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Video: Virtualization Brings Android Apps to Non-Android Phones

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The intriguing idea of running Google Android (s goog) applications on non-Android phones is about to become a reality, courtesy of Myriad, a Zürich-based mobile application software company. At next week’s Mobile World Congress event in Barcelona,the company will demonstrate its Alien Dalvik virtual machine solution, which enables phones running other mobile operating systems to use Android software. The approach could help consumers that own devices with limited application availability, but may also help Android developers and carriers widen their audience while boosting revenues.

How could a non-Android device actually run software made specifically for Google’s Android platform? It sounds like a stretch, but in reality, all apps that run on Android phones or tablets run in a virtual machine (VM), which Google calls Dalvik. The solution is much like the Java Virtual Machine on a desktop: it’s a constrained software implementation of a computer where software code runs. That brings greater security as apps in a VM are essentially walled off from other applications and the device operating system. And if the app in a VM crashes, there’s no effect on other applications or the operating system, which brings stability. This video demo of Myriad’s solution on a Nokia N900 running MeeGo shows an equal level of performance with the same app running on a comparable Android device.

Myriad’s Alien Dalvik then is a VM that supports Android applications, just like Google’s Dalvik VM, but one that can run on other devices. The company says that its first supported devices will run on Nokia’s MeeGo devices, which are also likely to be introduced next week, although actual MeeGo devices aren’t likely to ship yet for some time. MeeGo is probably a target for Myriad due to its Linux underpinnings: Android too, is based on Linux, so there’s a bit of a common denominator. Palm’s webOS (s hpq) is another Linux-based system, and given the relative lack of applications when compared to other popular platforms, could be a smart future target for Myriad.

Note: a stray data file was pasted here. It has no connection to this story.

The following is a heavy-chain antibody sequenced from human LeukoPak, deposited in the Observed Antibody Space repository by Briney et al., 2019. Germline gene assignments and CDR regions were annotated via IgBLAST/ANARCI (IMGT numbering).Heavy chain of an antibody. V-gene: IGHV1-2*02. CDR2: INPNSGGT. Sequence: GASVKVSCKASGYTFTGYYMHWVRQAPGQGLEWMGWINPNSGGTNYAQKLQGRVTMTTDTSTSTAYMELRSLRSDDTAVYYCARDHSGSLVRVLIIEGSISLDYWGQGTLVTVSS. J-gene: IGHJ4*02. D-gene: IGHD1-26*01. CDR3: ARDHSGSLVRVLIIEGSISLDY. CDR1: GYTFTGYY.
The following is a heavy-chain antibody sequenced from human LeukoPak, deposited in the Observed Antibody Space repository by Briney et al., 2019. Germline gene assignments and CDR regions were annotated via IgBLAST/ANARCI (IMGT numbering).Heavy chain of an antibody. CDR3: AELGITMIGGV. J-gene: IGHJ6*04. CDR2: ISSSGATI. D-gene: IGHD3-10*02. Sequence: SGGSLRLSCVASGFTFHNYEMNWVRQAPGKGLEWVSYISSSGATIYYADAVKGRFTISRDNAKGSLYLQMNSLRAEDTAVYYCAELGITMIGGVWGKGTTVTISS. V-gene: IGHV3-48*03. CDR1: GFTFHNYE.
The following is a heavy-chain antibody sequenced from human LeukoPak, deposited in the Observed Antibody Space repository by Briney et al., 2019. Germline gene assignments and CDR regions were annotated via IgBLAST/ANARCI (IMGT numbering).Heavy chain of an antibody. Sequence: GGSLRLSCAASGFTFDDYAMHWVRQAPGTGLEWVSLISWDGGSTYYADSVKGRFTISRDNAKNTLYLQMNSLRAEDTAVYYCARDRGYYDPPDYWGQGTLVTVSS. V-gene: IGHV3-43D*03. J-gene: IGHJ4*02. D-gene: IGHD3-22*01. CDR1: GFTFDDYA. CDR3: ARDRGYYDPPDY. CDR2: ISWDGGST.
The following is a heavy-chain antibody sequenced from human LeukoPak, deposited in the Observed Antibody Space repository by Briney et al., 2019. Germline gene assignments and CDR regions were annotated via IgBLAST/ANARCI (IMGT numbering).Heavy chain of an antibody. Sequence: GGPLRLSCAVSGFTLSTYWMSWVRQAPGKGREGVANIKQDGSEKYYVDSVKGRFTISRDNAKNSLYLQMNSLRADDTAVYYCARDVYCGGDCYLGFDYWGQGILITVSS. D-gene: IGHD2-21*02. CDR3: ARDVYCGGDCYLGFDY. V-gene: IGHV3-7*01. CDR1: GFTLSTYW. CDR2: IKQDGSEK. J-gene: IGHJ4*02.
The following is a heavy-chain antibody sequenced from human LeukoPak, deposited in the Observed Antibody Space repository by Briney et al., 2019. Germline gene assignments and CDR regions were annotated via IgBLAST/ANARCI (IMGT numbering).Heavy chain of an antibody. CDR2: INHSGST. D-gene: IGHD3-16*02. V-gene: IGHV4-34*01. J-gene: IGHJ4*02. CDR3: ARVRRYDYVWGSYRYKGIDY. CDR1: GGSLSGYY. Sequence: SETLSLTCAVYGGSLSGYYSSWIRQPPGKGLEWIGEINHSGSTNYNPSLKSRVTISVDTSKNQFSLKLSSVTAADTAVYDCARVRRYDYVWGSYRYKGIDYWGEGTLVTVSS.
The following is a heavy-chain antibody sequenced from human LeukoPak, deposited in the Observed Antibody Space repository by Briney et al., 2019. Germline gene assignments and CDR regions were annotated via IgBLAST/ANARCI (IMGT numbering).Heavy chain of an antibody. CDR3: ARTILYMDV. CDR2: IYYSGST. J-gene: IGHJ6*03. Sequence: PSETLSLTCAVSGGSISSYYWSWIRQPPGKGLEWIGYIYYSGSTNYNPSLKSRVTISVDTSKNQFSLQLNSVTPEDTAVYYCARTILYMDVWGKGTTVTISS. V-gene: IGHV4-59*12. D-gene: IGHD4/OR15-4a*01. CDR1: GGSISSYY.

Although similarity to Google’s Dalvik VM is clearly a positive, there’s potentially a negative aspect as well. Last October, Oracle sued Google over the Dalvik VM, claiming that Google’s implementation uses code stolen from Sun’s Java VM. Oracle purchased Sun Microsystems for $4.7 billion in 2009, gaining Sun’s Java virtualization technology and code. The suit is ongoing and there’s no indication at this early juncture on if Myriad’s VM uses any code without proper licensing or permission from Oracle (s orcl).

If the Alien Dalvik solution delivers as advertised in the video demo — and there’s no fallout from the Oracle complaint — it could open up Google’s Android Market ecosystem to a far wider range of consumers that use other smartphones, or even higher-end feature phones. Contrast that to Apple’s (A AAPL) iTunes App Store, which although is the largest platform store for software, is completely limited to Apple iOS devices. Android software running on more platforms could gain greater developer interest in building Android applications, as a result. And carriers that adopt Myriad’s VM on non-Android devices gain a competitive advantage over peers that don’t.

Again, the proof will be in the pudding as they say: Myriad’s Alien Dalvik will have to deliver performance if this will be a viable way to get Android apps on other platforms. But if Myriad does deliver, it’s a potential win for consumers, developers and carriers alike, and another reason that Android’s general growth trajectory will keep on rising.